Safety culture maturity

Cultural maturity

The concept of maturity was originally developed by the Software Engineering Institute in their capability maturity model as a means of improving the way in which software is built and maintained.  This identified a series of 5 levels – Initial, Repeatable, Defined, Managed, Optimising – to assist organisations gauge the effectiveness of their software engineering practices and identify where improvements were needed.

Subsequently the model has been adapted for use in other domains and to address issues such as project management, human resources, usability and quality as it was found to be a useful tool enabling organisations to identify the actions required to improve performance.  The maturity model concept has also found to be appropriate to safety culture development within the offshore oil and gas industry (ie. Safety Maturity Model developed by DuPont).

Following a review of maturity models used in other industries, the Safety Culture Maturity Model ® was developed by The Keil Centre (see HSE (2000/049)). The model sets out a series of 5 iterative levels of safety culture development.  These were based on interviews and discussions with senior managers and frontline staff from an organisation recognised as best in class in terms of safety performance.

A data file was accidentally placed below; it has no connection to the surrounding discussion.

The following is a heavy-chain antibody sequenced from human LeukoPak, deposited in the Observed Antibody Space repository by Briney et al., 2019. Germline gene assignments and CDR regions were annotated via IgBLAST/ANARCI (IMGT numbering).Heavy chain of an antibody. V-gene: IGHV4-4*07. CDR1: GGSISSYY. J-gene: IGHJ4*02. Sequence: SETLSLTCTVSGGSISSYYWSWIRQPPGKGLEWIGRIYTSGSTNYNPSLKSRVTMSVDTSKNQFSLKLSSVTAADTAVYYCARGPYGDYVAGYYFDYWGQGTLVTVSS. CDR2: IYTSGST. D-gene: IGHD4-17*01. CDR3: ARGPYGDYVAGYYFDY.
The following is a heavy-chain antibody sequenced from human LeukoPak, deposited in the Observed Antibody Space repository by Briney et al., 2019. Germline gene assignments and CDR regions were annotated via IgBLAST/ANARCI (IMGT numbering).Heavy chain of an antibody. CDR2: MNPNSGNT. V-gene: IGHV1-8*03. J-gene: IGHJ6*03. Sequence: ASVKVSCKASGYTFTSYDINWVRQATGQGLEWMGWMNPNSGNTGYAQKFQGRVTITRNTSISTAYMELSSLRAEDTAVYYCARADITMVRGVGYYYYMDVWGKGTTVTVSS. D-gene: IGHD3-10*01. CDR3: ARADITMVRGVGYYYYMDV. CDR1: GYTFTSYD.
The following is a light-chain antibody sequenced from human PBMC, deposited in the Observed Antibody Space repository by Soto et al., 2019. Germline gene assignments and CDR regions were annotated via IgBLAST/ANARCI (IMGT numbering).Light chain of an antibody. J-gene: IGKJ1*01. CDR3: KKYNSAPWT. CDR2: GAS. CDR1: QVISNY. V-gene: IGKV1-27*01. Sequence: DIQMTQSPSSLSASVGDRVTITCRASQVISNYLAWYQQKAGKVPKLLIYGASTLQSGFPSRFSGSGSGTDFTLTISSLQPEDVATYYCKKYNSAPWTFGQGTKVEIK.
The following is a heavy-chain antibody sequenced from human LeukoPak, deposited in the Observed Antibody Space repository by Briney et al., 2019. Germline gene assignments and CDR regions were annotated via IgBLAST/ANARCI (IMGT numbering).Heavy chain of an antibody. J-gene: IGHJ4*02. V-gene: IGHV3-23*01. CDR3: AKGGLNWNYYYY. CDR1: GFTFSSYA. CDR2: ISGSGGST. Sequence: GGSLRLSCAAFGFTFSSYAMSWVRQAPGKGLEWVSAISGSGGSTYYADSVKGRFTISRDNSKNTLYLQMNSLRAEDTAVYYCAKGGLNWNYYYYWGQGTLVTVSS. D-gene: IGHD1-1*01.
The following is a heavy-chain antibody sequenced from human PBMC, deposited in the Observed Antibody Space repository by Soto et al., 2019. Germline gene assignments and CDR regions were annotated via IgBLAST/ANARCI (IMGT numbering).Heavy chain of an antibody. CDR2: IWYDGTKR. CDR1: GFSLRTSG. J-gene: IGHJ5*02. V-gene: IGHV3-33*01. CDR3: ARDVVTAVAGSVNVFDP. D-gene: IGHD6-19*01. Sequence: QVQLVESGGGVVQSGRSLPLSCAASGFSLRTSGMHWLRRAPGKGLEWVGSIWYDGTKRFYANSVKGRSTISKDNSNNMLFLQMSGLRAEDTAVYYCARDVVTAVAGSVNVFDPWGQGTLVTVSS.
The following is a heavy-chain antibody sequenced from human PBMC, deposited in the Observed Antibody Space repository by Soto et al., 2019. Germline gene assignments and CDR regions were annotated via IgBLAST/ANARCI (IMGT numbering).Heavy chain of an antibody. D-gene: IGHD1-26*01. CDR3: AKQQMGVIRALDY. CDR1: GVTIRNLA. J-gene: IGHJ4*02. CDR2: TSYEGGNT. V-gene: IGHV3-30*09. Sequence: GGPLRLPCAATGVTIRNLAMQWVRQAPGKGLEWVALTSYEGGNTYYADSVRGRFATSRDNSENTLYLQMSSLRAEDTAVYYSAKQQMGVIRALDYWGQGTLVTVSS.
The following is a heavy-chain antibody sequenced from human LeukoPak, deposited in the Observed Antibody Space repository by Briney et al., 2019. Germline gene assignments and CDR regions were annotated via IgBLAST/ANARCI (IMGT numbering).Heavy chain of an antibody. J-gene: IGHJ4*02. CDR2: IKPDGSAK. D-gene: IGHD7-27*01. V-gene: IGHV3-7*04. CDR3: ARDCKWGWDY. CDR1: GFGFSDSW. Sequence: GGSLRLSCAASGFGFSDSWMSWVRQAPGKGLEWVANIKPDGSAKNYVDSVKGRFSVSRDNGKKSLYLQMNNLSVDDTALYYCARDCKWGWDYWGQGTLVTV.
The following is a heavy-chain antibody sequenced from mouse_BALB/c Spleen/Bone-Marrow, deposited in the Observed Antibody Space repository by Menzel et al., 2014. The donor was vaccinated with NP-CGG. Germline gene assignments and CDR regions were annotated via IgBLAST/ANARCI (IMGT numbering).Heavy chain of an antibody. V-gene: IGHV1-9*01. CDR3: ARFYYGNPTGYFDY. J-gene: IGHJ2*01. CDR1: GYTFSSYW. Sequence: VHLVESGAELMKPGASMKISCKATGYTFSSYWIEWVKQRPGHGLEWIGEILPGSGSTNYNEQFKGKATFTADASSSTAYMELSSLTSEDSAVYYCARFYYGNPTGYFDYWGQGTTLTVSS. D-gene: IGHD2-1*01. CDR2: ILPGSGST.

Organisations progress sequentially through the 5 levels, by building on the strengths and removing the weaknesses of the previous level.  It is not advisable for an organisation to attempt to jump or skip a level.  For example, it is important organisations go through the ‘managing’ level before the ‘involving’ level as it is important managers develop their commitment to safety and understand the need to involve frontline staff.

In RSSB’s Safety culture assessment toolkit, an organisation’s overall level of maturity is determined on the basis of their maturity on each of the following 11 key safety culture components:

  • Management commitment
  • Communications
  • Training
  • Organisational learning
  • Barriers and influences
  • Employee participation
  • Organisational commitment
  • Risk taking behaviours
  • Workmates influence
  • Supervisor’s role
  • Personal role